Expert Panel Discusses Pathways to Reentry and Employment for the Formerly Incarcerated

MENTOR: The National Mentoring Partnership
April 29th, 2016
Posted In: Awareness

image1This April, representatives from the White House, Bank of America Charitable Foundation, MENTOR: The National Mentoring Partnership (MENTOR), the National Urban League and others participated in a panel discussion to examine programs and policies aimed at helping at-risk youth stay on track and formerly incarcerated individuals find pathways to financial stability.

Moderated by White House correspondent for American Urban Radio Networks April Ryan, the conversation was the first in a three-part discussion series convened by the National Urban League and Bank of America designed to examine the important policy issues affecting minority communities.

Panelists discussed the challenges facing individuals who are being released from prison, including difficulties finding jobs and housing, and problems reconnecting with family and other social supports.

MENTOR CEO David Shapiro explained how mentoring helps keep youth on track on a path toward success, and discussed the greatest challenges in connecting at-risk youth with mentors.

“We have to acknowledge that we have a support and opportunity gap in this country, and then create systemic responses to reach and support young people.  This can only be done when organizations that are broadly embedded in communities, like the National Urban League, operate high-quality mentoring programs, and leaders like Bank of America invest in mentoring,” Shapiro said.

Bank of America Charitable Foundation President and MENTOR board member Kerry Sullivan addressed the social and economic challenges facing particular communities of color and urban areas who are struggling to build wealth and achieve financial stability, adding that mentoring helps support and expand apprenticeships and programs critical to the financial success of today’s young people.

In addition, representatives from the National Urban League and the Equal Employment Opportunity Commission addressed important and necessary reforms in housing and employment designed to help open doors to opportunity.


To encourage and promote the important work done in support of the successful reentry of formerly incarcerated individuals, the U.S. Department of Justice has designated the week of April 24-30, 2016, National Reentry Week.


  • Thelma Stewart says:


    This is a very encouraging article to read. I felt the sincerity in the words written; I only wish this could be a topic of conversation in my community. I am very interested in heightening the awareness of this problem in my community, and I want to be active in this situation. Would someone please reach out to me?

    • MENTOR: The National Mentoring Partnership says:

      Dear Thelma:

      Thank you for reaching out to MENTOR, and I’m happy to connect you with mentoring-related training and professional development resources that may help you.

      First, I encourage you to visit the websites of our affiliate Mentoring Partnerships throughout the country. These organizations work to support the local mentoring field in their state or region through training and technical assistance, awareness-raising, and brokering connections to resources. If there is a Mentoring Partnership in your state, you can contact them to learn about upcoming trainings they are offering, or other local resources. If there is no Mentoring Partnership in your state, I would still encourage you to visit their websites for online and archived trainings, as many Mentoring Partnerships have made extensive resources available online. Also, on the MENTOR website you can find the Elements of Effective Practice for mentoring programs and accompanying Toolkit, which are comprehensive guidelines for implementing quality mentoring, as well as archived webinars and trainings on specific topics in mentoring.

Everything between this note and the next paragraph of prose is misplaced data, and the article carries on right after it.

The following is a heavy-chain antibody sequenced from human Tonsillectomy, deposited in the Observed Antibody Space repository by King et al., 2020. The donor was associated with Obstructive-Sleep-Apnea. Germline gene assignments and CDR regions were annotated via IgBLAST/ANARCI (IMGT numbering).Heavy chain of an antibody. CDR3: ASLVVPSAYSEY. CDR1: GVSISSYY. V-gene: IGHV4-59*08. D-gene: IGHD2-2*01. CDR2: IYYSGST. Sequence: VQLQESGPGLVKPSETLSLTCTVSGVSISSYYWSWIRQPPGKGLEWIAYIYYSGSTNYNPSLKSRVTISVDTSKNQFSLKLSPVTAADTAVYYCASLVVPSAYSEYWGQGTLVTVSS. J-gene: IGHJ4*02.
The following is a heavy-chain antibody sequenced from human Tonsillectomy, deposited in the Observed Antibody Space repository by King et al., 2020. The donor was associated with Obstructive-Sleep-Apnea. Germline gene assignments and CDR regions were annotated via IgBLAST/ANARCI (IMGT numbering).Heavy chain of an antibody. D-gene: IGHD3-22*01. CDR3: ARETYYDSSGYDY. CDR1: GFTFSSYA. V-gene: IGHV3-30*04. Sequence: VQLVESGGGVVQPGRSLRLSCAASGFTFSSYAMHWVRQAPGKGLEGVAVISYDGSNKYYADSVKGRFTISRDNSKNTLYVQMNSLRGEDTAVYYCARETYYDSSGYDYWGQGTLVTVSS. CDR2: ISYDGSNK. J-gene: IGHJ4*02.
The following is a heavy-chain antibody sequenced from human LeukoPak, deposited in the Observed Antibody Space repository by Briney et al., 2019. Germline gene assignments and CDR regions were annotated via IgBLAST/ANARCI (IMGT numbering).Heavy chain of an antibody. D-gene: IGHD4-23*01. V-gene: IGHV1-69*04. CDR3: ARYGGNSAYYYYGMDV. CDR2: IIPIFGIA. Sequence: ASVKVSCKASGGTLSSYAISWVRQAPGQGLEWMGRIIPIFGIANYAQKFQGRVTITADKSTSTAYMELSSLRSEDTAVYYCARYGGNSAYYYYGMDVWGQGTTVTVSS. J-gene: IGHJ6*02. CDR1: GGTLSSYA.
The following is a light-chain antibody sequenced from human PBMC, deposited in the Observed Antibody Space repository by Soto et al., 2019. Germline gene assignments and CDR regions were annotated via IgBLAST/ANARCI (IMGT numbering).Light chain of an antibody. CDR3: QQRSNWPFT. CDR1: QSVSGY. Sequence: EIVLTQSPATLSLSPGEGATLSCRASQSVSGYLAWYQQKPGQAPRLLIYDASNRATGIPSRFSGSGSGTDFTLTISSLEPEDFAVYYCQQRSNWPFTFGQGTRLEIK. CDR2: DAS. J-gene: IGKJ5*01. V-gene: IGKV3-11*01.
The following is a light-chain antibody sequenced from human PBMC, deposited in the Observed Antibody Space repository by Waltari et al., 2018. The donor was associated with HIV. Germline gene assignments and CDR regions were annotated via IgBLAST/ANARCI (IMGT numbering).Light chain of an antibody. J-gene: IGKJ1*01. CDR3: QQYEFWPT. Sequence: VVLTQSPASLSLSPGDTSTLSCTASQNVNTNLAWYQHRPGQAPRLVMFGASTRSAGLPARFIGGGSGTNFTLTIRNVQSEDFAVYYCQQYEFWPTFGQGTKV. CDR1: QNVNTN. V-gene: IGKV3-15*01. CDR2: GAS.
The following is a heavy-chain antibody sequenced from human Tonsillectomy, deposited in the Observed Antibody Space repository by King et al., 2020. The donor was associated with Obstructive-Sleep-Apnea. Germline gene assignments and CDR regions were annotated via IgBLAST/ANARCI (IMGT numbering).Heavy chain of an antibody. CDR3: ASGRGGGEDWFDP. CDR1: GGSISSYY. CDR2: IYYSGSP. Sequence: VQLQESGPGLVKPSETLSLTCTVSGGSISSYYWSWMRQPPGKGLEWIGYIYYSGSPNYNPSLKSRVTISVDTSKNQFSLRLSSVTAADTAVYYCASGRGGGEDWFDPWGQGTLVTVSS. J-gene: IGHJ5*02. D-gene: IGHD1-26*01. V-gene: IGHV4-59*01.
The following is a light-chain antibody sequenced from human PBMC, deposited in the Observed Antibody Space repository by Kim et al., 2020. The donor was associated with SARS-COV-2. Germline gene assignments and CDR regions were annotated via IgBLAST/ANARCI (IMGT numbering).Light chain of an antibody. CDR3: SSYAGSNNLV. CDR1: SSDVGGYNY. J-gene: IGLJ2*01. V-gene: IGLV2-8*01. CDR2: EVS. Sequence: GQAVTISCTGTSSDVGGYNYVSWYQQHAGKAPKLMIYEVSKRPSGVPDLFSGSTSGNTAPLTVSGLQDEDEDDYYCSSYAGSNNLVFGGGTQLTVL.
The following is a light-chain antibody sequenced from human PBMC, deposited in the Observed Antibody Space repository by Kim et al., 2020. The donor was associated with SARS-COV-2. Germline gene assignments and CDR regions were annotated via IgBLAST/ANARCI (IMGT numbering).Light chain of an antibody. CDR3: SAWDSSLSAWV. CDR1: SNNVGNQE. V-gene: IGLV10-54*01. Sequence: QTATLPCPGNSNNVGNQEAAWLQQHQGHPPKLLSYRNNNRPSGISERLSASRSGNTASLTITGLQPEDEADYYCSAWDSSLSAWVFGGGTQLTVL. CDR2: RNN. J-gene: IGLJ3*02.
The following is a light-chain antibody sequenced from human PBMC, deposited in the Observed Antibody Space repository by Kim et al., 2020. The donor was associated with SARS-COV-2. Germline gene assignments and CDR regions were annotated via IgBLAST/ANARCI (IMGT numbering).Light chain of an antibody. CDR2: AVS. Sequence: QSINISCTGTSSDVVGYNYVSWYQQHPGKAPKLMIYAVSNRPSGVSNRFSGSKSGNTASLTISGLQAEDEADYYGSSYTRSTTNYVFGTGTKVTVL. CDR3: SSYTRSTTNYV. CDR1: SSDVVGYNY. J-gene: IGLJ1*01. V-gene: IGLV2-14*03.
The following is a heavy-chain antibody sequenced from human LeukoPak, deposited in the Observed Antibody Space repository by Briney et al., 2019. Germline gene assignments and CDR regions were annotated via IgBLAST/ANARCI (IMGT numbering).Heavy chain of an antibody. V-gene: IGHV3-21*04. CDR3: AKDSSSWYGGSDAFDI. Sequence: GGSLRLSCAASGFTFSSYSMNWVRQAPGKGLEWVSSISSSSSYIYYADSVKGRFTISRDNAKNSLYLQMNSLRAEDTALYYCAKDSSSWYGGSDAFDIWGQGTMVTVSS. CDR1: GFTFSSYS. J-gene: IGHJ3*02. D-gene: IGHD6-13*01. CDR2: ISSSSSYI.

Second, attending a local mentoring conference, many of which are organized by Mentoring Partnerships, is an excellent way to receive intensive training and network with others in the field. MENTOR also hosts the National Mentoring Summit in Washington, DC each year. The next Summit will take place February 1-3, 2017, learn more here!

      Third, the Collaborative Mentoring Webinar Series is a way to receive in-depth training and information about specific topics in mentoring in a free, virtual format. This monthly webinar series highlights a different topic in mentoring each month and features prominent members of the field sharing their expertise through informative dialogue. You can view past webinars and register for upcoming webinars on the MENTOR website. Past topics include match closure, advocacy, and social media strategy around National Mentoring Month.

      Finally, the Chronicle of Evidence-Based Mentoring, run by mentoring research pioneer Dr. Jean Rhodes, is an excellent resource with a wealth of information about mentoring. This site is updated regularly with emerging research on different topics in mentoring and also provides a forum for you to engage in dialogue with researchers and practitioners in the field. The Chronicle shares upcoming lectures and webinars, as well as connects to digital learning spaces. It is a great site to follow to access current research relevant to practitioners, as well as learning opportunities.

      Again, thank you for reaching out to MENTOR. Please contact us with any additional questions about our organization or how you can become involved in the youth mentoring movement!

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